After a year out of university due to illness, I finally returned this week to start second year afresh.
With most of my lecturers (and old friends) out in California and New York on a field trip, my first week back was decidedly bereft of lectures themselves, with only 3 actually taking place! All the modules were new though, and I’m suprisingly satisifed with my module choices. I had assumed that I would change one of my modules to a politics equivalent, however having tried my two likely drop-options, this is now unlikely to happen. Evolution of Human Societies looks like a brilliant module, and I am so glad that I have taken it. To me, it seems like we are being taught the essence of Jared Diamond’s brilliant, seminal, Guns Germs and Steel, but with the latest developments that have occurred in the intervening years included. Assuming my fellow peers are also aiming to help tackle some of the global issues facing the world today, this module should provide an excellent grounding in a fascinating, vital part of human development.
The Politics of Climate Change and Energy is another good module it seems, and whilst it was my most likely module to drop, I’ve really taken to the style of teaching employed by the lecturer. It is a big class, with around 70-odd students it seems, and thus it might be a bit harder to make my work stand-out. The assessment methods for this module are great though; 3 blogs combined to make 2000 words, a concept map and some Policy Analysis. I’ve done some policy analysis before, thankfully, the blogs should be my ‘bankable’ marks (I hope at least), and the concept map is something completely new. I’m more excited about the concept map than the others though because it looks like a really good way of detangling complex issues, such as Perhentian Islands Development or some defence analysis on Central Africa. Ideal.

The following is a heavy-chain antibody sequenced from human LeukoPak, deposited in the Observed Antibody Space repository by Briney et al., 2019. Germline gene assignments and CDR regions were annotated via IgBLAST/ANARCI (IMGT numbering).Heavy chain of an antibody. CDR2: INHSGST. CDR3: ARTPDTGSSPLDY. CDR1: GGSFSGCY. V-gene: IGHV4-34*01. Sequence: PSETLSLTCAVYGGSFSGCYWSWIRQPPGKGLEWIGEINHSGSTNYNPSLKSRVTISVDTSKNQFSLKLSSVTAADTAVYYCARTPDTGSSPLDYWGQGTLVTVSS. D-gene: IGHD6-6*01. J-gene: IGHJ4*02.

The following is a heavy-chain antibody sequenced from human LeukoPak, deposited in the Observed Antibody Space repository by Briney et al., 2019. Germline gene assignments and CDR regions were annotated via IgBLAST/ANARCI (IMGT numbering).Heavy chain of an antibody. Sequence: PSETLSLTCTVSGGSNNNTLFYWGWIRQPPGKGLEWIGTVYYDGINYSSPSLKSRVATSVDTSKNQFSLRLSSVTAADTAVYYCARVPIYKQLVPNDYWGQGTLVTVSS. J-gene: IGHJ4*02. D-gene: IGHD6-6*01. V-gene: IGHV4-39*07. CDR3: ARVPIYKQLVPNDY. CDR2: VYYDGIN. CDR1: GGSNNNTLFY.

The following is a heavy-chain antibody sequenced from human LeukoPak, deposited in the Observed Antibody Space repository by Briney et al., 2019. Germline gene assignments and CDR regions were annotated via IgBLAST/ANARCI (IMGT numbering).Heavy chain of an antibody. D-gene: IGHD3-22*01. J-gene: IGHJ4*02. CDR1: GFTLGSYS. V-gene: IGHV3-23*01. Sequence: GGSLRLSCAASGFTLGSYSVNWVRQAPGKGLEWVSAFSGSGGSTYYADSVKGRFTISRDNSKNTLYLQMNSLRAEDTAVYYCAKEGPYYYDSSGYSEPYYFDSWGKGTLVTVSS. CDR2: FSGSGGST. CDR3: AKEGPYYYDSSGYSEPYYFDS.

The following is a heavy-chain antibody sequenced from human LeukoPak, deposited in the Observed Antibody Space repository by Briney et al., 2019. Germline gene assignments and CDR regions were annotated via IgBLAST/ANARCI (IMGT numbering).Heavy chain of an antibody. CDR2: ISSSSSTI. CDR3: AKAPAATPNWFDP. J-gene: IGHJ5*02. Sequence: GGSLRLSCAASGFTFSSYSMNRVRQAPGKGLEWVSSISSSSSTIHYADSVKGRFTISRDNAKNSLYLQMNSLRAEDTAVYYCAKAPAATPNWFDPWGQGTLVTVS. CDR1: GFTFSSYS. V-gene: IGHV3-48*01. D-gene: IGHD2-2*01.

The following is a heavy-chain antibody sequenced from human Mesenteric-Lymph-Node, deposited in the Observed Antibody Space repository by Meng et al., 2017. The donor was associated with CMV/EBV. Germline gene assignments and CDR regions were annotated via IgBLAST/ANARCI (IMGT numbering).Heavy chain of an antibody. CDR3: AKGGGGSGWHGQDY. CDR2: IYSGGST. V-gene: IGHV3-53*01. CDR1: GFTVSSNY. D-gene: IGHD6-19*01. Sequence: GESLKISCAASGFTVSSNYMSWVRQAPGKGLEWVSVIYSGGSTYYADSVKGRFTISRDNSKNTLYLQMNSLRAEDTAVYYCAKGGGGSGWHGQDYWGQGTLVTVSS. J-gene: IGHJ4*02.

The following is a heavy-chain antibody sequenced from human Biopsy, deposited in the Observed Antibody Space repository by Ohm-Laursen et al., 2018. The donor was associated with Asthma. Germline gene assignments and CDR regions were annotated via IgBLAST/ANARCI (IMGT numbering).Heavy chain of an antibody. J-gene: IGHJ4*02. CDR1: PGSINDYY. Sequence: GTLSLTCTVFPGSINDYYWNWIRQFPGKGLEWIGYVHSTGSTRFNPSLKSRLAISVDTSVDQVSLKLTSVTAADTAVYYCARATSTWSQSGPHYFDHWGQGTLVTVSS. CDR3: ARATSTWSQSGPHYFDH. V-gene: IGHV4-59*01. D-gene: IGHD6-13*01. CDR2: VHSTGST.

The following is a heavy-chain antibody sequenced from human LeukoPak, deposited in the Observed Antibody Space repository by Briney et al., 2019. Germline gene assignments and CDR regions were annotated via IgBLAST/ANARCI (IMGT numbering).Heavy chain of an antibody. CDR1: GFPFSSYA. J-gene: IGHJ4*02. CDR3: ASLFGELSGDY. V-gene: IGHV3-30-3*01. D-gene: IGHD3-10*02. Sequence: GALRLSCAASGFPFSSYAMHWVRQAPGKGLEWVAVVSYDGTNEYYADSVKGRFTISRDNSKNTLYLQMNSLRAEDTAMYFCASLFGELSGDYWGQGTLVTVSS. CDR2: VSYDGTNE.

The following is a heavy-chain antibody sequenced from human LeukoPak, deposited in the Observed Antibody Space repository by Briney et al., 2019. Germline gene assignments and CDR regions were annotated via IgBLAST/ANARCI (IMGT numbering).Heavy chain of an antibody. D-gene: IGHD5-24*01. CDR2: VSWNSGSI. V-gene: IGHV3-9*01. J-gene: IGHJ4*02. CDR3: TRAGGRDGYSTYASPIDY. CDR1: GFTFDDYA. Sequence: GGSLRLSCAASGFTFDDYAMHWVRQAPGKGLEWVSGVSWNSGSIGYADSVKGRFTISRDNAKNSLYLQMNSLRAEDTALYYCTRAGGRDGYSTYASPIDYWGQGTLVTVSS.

The work will kick off in earnest next week, however this week has been a really nice induction back in to the swing of university life. I had a meeting with a departmental figure to officially say hello and plan for any future illness, which was lovely, and have spent most of the week in the library reading about Islands Biogeography. I’ve honestly learnt so much in such a short space of time, it really must be something about the university atmosphere and experience. Being back at university does feel like a great big safety net has been thrown over me again, and I think this is perhaps part of the undergraduate experience. Having spent time out of university, I learnt life skills that my course simply wouldn’t have taught me, and I guess I have sympathies with the people I have spoken to recently who have said that the graduates they have employed in the past have been hopeless – not because they don’t know how to do their jobs, but because they lack basic life skills to get them through the week.
I ended the week on Gylly Beach late at night, watching the supermoon and the stars glisten over a calm sea, as a fire crackled in front of me and some of my closest friends.
A lovely, calm start to the semester, but to be honest I’m really looking forward to getting stuck in properly. I’ve done my reading, I’ve planned a couple of my climate change blog posts, I’ve got loads of Malaysia plans in the works, and I’ve nearly finished the Perhentian Ecology website.